Early Platonic philosophy influences the development of natural philosophy up through the time-period of Frankenstein and these effects of how science treats rationality are visible in Shelley’s novel. Rationality connotes humans’ ability to strive for order and objectivity, because of Plato’s contributions to the canonization of rationality. Plato writes in Phaedrus, “if the better elements of the mind which lead to order and philosophy prevail, then they pass their life here in happiness and harmony––masters of themselves and orderly––enslaving the vicious and emancipating the virtuous elements of the soul” (21). Plato’s idea of mastering the mind in an orderly fashion suggests that a level-headed, rational approach leads to unlocking the human soul’s full potential.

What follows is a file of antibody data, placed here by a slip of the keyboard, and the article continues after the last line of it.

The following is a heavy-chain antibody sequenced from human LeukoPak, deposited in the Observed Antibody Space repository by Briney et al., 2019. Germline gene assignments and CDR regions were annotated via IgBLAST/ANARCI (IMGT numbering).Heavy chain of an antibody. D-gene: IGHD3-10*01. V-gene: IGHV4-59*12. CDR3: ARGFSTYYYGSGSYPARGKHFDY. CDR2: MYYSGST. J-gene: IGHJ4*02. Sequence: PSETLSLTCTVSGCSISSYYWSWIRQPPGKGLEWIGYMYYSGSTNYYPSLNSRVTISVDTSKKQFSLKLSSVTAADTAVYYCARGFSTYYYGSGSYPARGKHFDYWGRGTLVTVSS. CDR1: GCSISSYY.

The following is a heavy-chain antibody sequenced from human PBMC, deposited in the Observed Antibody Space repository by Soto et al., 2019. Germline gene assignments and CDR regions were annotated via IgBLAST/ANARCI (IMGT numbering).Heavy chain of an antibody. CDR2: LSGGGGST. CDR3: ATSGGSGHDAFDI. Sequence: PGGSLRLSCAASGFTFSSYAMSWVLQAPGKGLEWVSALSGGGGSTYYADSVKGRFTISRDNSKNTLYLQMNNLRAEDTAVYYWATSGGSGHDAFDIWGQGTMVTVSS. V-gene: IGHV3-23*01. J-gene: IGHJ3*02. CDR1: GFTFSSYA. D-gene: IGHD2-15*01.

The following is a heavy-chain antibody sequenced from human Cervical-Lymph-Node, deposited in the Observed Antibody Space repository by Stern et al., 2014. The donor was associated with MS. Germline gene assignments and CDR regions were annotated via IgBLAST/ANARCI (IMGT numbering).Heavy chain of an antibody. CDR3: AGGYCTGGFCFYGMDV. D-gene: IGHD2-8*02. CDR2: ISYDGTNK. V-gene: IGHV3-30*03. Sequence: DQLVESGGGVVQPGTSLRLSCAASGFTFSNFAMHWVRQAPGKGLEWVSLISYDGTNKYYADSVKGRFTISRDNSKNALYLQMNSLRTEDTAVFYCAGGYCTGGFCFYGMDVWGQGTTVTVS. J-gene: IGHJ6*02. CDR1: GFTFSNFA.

This ideal carries over to modern science, because as people uncover nature’s secrets, they are not just uncovering their own personal potential, but building from previous discoveries to increase the potential of all humanity. At an experimental level, this idea of order and virtue coinciding continues to influence science even now: if an experimental design is orderly and if observations are organized, the results should be “virtuous” and unbiased because the “vicious” parts of the soul––human passions and biases––will be stamped down. What constitutes the non- virtuous? Outside of disorder and other such vices, Plato looks down on the Sophists or rhetoricians, who did not use objective reason, but rather words and argument which Plato views as inherently subjective and suggestive: “oratory is the art of enchanting the soul… a skillful rhetorician has no need for truth” (Plato 35-6). Rhetoric has a reputation of being used to bias others through manipulation and convincing arguments. The emotional and argumentative appeals of rhetoric suggest inherent subjectivity, which becomes the foil for rational thought.